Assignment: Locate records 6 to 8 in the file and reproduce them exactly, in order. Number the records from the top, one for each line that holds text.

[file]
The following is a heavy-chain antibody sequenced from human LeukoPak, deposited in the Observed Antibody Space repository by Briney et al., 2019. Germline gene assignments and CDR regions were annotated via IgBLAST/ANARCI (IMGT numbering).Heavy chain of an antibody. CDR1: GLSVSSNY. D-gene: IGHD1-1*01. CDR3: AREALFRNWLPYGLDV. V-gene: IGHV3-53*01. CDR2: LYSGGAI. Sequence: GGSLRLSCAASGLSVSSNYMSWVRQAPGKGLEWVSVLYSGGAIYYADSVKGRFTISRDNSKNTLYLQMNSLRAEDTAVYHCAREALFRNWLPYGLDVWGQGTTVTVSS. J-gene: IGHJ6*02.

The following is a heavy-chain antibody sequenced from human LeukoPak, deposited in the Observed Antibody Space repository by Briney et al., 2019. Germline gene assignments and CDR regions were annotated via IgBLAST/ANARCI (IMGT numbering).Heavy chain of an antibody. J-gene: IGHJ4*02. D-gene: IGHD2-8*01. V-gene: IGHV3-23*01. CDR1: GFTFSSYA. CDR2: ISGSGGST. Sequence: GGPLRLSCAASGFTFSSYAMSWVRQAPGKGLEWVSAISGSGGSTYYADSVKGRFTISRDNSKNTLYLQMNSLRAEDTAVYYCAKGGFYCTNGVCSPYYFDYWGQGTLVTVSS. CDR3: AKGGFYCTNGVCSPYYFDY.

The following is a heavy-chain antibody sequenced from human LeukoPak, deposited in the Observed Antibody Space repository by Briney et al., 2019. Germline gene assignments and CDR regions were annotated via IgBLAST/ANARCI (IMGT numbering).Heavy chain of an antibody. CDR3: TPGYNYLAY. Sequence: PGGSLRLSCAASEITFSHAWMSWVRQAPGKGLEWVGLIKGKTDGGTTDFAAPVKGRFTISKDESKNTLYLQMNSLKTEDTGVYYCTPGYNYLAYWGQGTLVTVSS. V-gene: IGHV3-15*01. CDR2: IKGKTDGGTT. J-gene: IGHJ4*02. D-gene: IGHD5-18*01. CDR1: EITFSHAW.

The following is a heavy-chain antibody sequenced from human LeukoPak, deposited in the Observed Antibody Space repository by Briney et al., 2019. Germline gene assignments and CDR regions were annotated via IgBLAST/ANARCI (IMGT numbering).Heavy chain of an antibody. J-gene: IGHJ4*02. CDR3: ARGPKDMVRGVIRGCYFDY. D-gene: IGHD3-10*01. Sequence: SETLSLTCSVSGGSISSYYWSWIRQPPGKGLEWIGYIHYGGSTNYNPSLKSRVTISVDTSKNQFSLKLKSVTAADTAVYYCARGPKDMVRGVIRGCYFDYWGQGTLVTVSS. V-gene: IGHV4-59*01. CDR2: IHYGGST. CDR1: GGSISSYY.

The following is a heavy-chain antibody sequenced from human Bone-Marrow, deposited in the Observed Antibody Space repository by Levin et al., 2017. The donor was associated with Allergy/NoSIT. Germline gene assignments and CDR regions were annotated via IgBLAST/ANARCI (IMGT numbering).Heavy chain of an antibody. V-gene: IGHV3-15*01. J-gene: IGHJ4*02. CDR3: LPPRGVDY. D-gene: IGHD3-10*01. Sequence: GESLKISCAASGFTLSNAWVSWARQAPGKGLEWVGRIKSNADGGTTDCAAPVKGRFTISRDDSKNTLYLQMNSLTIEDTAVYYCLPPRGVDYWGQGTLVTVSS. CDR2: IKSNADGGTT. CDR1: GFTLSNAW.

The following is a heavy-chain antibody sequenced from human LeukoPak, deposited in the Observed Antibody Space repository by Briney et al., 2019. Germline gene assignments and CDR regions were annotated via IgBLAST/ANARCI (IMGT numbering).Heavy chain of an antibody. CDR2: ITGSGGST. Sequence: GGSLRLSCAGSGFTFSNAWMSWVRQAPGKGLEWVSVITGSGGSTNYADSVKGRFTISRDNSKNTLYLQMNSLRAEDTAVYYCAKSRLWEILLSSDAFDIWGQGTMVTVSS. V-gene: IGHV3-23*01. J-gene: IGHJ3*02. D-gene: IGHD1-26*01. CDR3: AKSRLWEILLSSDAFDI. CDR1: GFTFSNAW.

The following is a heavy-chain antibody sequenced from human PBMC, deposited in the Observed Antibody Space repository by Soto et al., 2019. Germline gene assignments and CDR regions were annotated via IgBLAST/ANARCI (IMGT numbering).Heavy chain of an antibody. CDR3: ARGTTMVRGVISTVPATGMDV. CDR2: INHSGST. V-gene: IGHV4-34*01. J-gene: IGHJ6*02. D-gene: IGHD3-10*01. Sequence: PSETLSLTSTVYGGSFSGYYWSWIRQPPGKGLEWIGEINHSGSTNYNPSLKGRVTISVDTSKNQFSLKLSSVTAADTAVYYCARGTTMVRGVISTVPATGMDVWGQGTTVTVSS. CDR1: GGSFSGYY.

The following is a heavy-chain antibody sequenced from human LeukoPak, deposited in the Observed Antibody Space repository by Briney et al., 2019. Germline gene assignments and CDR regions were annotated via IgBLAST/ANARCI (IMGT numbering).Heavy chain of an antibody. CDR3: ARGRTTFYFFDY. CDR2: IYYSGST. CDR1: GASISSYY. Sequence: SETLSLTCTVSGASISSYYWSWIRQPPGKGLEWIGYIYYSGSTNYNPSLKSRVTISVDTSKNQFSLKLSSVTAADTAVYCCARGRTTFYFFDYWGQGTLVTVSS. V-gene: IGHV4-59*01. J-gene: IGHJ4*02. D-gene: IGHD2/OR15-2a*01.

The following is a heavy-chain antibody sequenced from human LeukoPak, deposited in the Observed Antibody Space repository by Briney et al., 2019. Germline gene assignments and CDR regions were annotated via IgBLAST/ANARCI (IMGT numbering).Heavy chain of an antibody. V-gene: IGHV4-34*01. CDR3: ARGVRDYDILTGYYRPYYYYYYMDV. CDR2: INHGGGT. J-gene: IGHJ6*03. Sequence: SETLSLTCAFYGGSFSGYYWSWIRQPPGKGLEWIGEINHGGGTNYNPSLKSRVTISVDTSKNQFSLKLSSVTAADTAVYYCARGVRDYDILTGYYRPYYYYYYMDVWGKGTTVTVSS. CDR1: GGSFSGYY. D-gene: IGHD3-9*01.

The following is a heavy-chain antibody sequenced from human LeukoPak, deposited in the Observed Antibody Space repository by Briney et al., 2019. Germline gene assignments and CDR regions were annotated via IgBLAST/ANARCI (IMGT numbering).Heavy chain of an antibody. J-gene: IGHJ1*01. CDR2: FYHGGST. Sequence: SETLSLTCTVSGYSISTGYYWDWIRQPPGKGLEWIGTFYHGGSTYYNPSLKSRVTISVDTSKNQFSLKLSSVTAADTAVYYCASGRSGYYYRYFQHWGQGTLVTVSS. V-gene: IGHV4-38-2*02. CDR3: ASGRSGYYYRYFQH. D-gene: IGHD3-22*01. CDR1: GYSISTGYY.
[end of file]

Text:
The following is a heavy-chain antibody sequenced from human LeukoPak, deposited in the Observed Antibody Space repository by Briney et al., 2019. Germline gene assignments and CDR regions were annotated via IgBLAST/ANARCI (IMGT numbering).Heavy chain of an antibody. CDR2: ITGSGGST. Sequence: GGSLRLSCAGSGFTFSNAWMSWVRQAPGKGLEWVSVITGSGGSTNYADSVKGRFTISRDNSKNTLYLQMNSLRAEDTAVYYCAKSRLWEILLSSDAFDIWGQGTMVTVSS. V-gene: IGHV3-23*01. J-gene: IGHJ3*02. D-gene: IGHD1-26*01. CDR3: AKSRLWEILLSSDAFDI. CDR1: GFTFSNAW.

The following is a heavy-chain antibody sequenced from human PBMC, deposited in the Observed Antibody Space repository by Soto et al., 2019. Germline gene assignments and CDR regions were annotated via IgBLAST/ANARCI (IMGT numbering).Heavy chain of an antibody. CDR3: ARGTTMVRGVISTVPATGMDV. CDR2: INHSGST. V-gene: IGHV4-34*01. J-gene: IGHJ6*02. D-gene: IGHD3-10*01. Sequence: PSETLSLTSTVYGGSFSGYYWSWIRQPPGKGLEWIGEINHSGSTNYNPSLKGRVTISVDTSKNQFSLKLSSVTAADTAVYYCARGTTMVRGVISTVPATGMDVWGQGTTVTVSS. CDR1: GGSFSGYY.

The following is a heavy-chain antibody sequenced from human LeukoPak, deposited in the Observed Antibody Space repository by Briney et al., 2019. Germline gene assignments and CDR regions were annotated via IgBLAST/ANARCI (IMGT numbering).Heavy chain of an antibody. CDR3: ARGRTTFYFFDY. CDR2: IYYSGST. CDR1: GASISSYY. Sequence: SETLSLTCTVSGASISSYYWSWIRQPPGKGLEWIGYIYYSGSTNYNPSLKSRVTISVDTSKNQFSLKLSSVTAADTAVYCCARGRTTFYFFDYWGQGTLVTVSS. V-gene: IGHV4-59*01. J-gene: IGHJ4*02. D-gene: IGHD2/OR15-2a*01.